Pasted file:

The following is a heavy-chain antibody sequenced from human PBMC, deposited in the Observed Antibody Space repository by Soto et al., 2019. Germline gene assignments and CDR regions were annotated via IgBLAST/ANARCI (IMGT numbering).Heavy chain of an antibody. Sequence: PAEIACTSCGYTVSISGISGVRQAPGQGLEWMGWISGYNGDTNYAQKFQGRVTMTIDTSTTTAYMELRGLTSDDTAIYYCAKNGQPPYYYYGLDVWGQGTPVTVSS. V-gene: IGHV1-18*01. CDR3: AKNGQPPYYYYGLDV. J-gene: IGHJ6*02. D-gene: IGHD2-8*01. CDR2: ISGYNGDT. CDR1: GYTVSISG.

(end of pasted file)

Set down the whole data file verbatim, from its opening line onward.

The following is a heavy-chain antibody sequenced from human PBMC, deposited in the Observed Antibody Space repository by Soto et al., 2019. Germline gene assignments and CDR regions were annotated via IgBLAST/ANARCI (IMGT numbering).Heavy chain of an antibody. Sequence: PAEIACTSCGYTVSISGISGVRQAPGQGLEWMGWISGYNGDTNYAQKFQGRVTMTIDTSTTTAYMELRGLTSDDTAIYYCAKNGQPPYYYYGLDVWGQGTPVTVSS. V-gene: IGHV1-18*01. CDR3: AKNGQPPYYYYGLDV. J-gene: IGHJ6*02. D-gene: IGHD2-8*01. CDR2: ISGYNGDT. CDR1: GYTVSISG.